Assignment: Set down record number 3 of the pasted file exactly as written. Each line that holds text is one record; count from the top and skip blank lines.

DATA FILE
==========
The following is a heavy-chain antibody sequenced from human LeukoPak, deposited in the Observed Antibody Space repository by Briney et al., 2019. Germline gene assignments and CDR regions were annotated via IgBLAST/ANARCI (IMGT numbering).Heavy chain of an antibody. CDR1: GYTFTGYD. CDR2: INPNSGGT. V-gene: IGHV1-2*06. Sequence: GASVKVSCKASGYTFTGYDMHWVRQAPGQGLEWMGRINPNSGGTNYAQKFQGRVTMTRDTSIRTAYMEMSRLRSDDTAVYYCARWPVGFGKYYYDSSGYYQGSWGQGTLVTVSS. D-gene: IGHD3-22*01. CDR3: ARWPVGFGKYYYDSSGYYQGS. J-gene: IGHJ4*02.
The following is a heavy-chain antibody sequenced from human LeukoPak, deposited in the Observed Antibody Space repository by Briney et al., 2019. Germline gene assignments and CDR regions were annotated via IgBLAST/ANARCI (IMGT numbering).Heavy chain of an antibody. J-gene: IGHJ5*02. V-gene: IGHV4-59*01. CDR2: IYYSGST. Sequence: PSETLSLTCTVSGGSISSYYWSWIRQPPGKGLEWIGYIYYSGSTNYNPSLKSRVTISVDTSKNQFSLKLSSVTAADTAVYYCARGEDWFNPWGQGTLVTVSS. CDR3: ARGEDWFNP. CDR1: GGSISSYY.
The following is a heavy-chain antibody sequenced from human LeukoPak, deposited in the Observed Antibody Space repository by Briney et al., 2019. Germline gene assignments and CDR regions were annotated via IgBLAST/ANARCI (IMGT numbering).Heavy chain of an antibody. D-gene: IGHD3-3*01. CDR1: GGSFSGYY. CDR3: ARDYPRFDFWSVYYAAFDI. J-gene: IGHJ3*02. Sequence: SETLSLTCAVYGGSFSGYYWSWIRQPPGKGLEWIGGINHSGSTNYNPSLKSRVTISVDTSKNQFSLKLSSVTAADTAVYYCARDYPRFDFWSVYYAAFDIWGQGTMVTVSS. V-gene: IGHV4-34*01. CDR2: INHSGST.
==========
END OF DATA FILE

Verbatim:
The following is a heavy-chain antibody sequenced from human LeukoPak, deposited in the Observed Antibody Space repository by Briney et al., 2019. Germline gene assignments and CDR regions were annotated via IgBLAST/ANARCI (IMGT numbering).Heavy chain of an antibody. D-gene: IGHD3-3*01. CDR1: GGSFSGYY. CDR3: ARDYPRFDFWSVYYAAFDI. J-gene: IGHJ3*02. Sequence: SETLSLTCAVYGGSFSGYYWSWIRQPPGKGLEWIGGINHSGSTNYNPSLKSRVTISVDTSKNQFSLKLSSVTAADTAVYYCARDYPRFDFWSVYYAAFDIWGQGTMVTVSS. V-gene: IGHV4-34*01. CDR2: INHSGST.